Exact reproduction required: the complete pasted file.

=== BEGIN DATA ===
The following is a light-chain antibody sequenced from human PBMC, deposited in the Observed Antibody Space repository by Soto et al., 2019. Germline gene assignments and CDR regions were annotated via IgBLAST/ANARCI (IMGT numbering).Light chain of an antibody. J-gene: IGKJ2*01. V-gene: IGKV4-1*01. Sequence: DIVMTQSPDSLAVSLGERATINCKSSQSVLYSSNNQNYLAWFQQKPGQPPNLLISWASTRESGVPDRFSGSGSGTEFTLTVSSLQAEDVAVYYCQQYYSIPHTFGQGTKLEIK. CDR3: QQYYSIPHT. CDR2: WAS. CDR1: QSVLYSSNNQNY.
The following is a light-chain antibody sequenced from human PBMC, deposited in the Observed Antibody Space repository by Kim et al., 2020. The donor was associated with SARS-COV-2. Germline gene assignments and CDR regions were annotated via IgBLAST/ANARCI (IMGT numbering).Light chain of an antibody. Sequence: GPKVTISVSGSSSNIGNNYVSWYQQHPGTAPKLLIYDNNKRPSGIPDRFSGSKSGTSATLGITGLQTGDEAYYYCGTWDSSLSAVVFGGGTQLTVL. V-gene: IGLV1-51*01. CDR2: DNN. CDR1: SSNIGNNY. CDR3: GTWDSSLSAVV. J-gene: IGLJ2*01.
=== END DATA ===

The following is a light-chain antibody sequenced from human PBMC, deposited in the Observed Antibody Space repository by Soto et al., 2019. Germline gene assignments and CDR regions were annotated via IgBLAST/ANARCI (IMGT numbering).Light chain of an antibody. J-gene: IGKJ2*01. V-gene: IGKV4-1*01. Sequence: DIVMTQSPDSLAVSLGERATINCKSSQSVLYSSNNQNYLAWFQQKPGQPPNLLISWASTRESGVPDRFSGSGSGTEFTLTVSSLQAEDVAVYYCQQYYSIPHTFGQGTKLEIK. CDR3: QQYYSIPHT. CDR2: WAS. CDR1: QSVLYSSNNQNY.
The following is a light-chain antibody sequenced from human PBMC, deposited in the Observed Antibody Space repository by Kim et al., 2020. The donor was associated with SARS-COV-2. Germline gene assignments and CDR regions were annotated via IgBLAST/ANARCI (IMGT numbering).Light chain of an antibody. Sequence: GPKVTISVSGSSSNIGNNYVSWYQQHPGTAPKLLIYDNNKRPSGIPDRFSGSKSGTSATLGITGLQTGDEAYYYCGTWDSSLSAVVFGGGTQLTVL. V-gene: IGLV1-51*01. CDR2: DNN. CDR1: SSNIGNNY. CDR3: GTWDSSLSAVV. J-gene: IGLJ2*01.